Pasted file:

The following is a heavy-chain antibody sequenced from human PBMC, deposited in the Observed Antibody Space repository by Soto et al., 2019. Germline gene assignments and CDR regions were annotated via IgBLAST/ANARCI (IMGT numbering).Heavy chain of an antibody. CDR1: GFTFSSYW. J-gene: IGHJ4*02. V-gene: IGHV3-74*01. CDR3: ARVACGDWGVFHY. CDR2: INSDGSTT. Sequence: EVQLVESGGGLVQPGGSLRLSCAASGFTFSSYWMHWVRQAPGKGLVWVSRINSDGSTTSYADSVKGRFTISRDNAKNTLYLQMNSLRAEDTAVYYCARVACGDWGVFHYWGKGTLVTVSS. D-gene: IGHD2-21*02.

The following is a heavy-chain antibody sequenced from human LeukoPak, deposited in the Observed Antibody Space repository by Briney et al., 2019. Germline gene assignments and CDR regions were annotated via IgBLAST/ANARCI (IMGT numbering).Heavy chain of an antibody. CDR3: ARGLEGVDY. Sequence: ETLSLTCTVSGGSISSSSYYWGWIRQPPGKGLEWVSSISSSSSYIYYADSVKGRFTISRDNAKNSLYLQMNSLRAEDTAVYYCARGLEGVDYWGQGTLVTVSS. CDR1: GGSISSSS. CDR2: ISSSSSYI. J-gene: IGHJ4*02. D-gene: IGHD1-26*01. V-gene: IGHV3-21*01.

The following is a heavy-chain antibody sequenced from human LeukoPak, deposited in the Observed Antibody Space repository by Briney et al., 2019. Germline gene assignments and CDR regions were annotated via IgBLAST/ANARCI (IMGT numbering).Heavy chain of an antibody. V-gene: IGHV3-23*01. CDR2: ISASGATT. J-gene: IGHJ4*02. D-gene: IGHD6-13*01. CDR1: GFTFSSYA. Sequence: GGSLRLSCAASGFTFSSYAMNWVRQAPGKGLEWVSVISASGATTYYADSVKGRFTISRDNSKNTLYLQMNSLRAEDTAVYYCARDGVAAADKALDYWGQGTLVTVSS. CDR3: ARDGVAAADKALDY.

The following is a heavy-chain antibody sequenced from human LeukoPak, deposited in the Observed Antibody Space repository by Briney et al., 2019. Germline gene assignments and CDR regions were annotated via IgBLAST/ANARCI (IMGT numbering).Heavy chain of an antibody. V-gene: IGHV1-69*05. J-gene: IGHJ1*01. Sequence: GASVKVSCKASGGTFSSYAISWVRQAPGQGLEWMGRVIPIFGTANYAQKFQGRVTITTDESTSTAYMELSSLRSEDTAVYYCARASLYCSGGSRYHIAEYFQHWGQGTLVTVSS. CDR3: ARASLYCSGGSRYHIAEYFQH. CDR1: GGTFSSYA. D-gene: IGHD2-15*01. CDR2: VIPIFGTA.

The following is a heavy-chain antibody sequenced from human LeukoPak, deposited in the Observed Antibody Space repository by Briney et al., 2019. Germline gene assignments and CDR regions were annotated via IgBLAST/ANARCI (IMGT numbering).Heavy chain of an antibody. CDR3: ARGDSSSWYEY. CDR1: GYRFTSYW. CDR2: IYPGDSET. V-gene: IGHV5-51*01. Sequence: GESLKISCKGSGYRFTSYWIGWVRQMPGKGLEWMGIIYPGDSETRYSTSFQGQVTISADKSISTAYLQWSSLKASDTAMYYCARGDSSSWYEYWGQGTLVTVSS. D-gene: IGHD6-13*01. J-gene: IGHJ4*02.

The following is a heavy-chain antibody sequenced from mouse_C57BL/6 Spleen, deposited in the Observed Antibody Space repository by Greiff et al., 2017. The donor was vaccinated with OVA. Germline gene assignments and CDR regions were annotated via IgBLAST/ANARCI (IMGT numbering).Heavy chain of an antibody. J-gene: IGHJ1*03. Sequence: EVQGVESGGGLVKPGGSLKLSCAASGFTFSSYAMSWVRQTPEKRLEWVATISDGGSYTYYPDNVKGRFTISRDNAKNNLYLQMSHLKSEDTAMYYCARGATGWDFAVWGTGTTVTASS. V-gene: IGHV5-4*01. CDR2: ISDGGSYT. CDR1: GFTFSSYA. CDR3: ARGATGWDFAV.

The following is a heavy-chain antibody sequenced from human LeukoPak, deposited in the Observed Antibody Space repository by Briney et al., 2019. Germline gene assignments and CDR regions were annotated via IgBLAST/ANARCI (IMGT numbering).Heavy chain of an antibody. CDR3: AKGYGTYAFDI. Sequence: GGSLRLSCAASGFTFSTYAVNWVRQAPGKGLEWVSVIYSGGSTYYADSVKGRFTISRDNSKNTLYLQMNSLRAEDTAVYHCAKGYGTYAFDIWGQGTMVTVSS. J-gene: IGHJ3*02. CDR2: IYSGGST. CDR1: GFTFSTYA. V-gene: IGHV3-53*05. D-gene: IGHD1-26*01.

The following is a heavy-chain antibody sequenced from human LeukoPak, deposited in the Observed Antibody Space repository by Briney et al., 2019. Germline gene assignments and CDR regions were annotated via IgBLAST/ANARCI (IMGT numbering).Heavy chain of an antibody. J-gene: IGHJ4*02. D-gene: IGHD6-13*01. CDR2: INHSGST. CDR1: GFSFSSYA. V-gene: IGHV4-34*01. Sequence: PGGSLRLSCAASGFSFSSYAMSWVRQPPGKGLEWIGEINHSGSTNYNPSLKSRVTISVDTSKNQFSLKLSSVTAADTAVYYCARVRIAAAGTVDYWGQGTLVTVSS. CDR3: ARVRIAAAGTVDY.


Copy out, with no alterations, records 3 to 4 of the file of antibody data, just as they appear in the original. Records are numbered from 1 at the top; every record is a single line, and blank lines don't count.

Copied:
The following is a heavy-chain antibody sequenced from human LeukoPak, deposited in the Observed Antibody Space repository by Briney et al., 2019. Germline gene assignments and CDR regions were annotated via IgBLAST/ANARCI (IMGT numbering).Heavy chain of an antibody. V-gene: IGHV3-23*01. CDR2: ISASGATT. J-gene: IGHJ4*02. D-gene: IGHD6-13*01. CDR1: GFTFSSYA. Sequence: GGSLRLSCAASGFTFSSYAMNWVRQAPGKGLEWVSVISASGATTYYADSVKGRFTISRDNSKNTLYLQMNSLRAEDTAVYYCARDGVAAADKALDYWGQGTLVTVSS. CDR3: ARDGVAAADKALDY.

The following is a heavy-chain antibody sequenced from human LeukoPak, deposited in the Observed Antibody Space repository by Briney et al., 2019. Germline gene assignments and CDR regions were annotated via IgBLAST/ANARCI (IMGT numbering).Heavy chain of an antibody. V-gene: IGHV1-69*05. J-gene: IGHJ1*01. Sequence: GASVKVSCKASGGTFSSYAISWVRQAPGQGLEWMGRVIPIFGTANYAQKFQGRVTITTDESTSTAYMELSSLRSEDTAVYYCARASLYCSGGSRYHIAEYFQHWGQGTLVTVSS. CDR3: ARASLYCSGGSRYHIAEYFQH. CDR1: GGTFSSYA. D-gene: IGHD2-15*01. CDR2: VIPIFGTA.